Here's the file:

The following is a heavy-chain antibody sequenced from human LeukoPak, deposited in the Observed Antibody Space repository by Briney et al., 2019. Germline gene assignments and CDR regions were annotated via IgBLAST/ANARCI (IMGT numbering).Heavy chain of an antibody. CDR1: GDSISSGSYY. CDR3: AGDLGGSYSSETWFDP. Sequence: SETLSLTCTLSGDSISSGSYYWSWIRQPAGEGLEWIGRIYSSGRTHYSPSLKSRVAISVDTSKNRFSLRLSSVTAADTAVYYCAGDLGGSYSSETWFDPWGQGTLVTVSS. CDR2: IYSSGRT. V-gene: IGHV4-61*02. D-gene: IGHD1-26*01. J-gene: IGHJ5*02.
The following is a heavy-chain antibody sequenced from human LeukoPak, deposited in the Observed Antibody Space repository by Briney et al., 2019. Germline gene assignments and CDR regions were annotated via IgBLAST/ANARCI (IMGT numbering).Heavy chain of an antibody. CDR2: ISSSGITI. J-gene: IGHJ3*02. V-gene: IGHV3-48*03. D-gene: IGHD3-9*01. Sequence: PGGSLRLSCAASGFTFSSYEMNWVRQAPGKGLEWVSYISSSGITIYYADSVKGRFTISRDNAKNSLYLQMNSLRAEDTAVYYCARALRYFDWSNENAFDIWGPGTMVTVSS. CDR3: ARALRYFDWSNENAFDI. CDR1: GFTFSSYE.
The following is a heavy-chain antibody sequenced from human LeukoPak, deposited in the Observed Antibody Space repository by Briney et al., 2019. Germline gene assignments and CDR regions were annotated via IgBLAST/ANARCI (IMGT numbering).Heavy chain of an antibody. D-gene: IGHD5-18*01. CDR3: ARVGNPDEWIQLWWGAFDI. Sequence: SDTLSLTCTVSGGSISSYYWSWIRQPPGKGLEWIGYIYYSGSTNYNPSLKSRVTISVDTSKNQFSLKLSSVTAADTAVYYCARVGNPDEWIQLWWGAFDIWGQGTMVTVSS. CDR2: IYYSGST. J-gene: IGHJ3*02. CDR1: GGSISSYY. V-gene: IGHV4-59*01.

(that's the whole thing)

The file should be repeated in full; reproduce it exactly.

The following is a heavy-chain antibody sequenced from human LeukoPak, deposited in the Observed Antibody Space repository by Briney et al., 2019. Germline gene assignments and CDR regions were annotated via IgBLAST/ANARCI (IMGT numbering).Heavy chain of an antibody. CDR1: GDSISSGSYY. CDR3: AGDLGGSYSSETWFDP. Sequence: SETLSLTCTLSGDSISSGSYYWSWIRQPAGEGLEWIGRIYSSGRTHYSPSLKSRVAISVDTSKNRFSLRLSSVTAADTAVYYCAGDLGGSYSSETWFDPWGQGTLVTVSS. CDR2: IYSSGRT. V-gene: IGHV4-61*02. D-gene: IGHD1-26*01. J-gene: IGHJ5*02.
The following is a heavy-chain antibody sequenced from human LeukoPak, deposited in the Observed Antibody Space repository by Briney et al., 2019. Germline gene assignments and CDR regions were annotated via IgBLAST/ANARCI (IMGT numbering).Heavy chain of an antibody. CDR2: ISSSGITI. J-gene: IGHJ3*02. V-gene: IGHV3-48*03. D-gene: IGHD3-9*01. Sequence: PGGSLRLSCAASGFTFSSYEMNWVRQAPGKGLEWVSYISSSGITIYYADSVKGRFTISRDNAKNSLYLQMNSLRAEDTAVYYCARALRYFDWSNENAFDIWGPGTMVTVSS. CDR3: ARALRYFDWSNENAFDI. CDR1: GFTFSSYE.
The following is a heavy-chain antibody sequenced from human LeukoPak, deposited in the Observed Antibody Space repository by Briney et al., 2019. Germline gene assignments and CDR regions were annotated via IgBLAST/ANARCI (IMGT numbering).Heavy chain of an antibody. D-gene: IGHD5-18*01. CDR3: ARVGNPDEWIQLWWGAFDI. Sequence: SDTLSLTCTVSGGSISSYYWSWIRQPPGKGLEWIGYIYYSGSTNYNPSLKSRVTISVDTSKNQFSLKLSSVTAADTAVYYCARVGNPDEWIQLWWGAFDIWGQGTMVTVSS. CDR2: IYYSGST. J-gene: IGHJ3*02. CDR1: GGSISSYY. V-gene: IGHV4-59*01.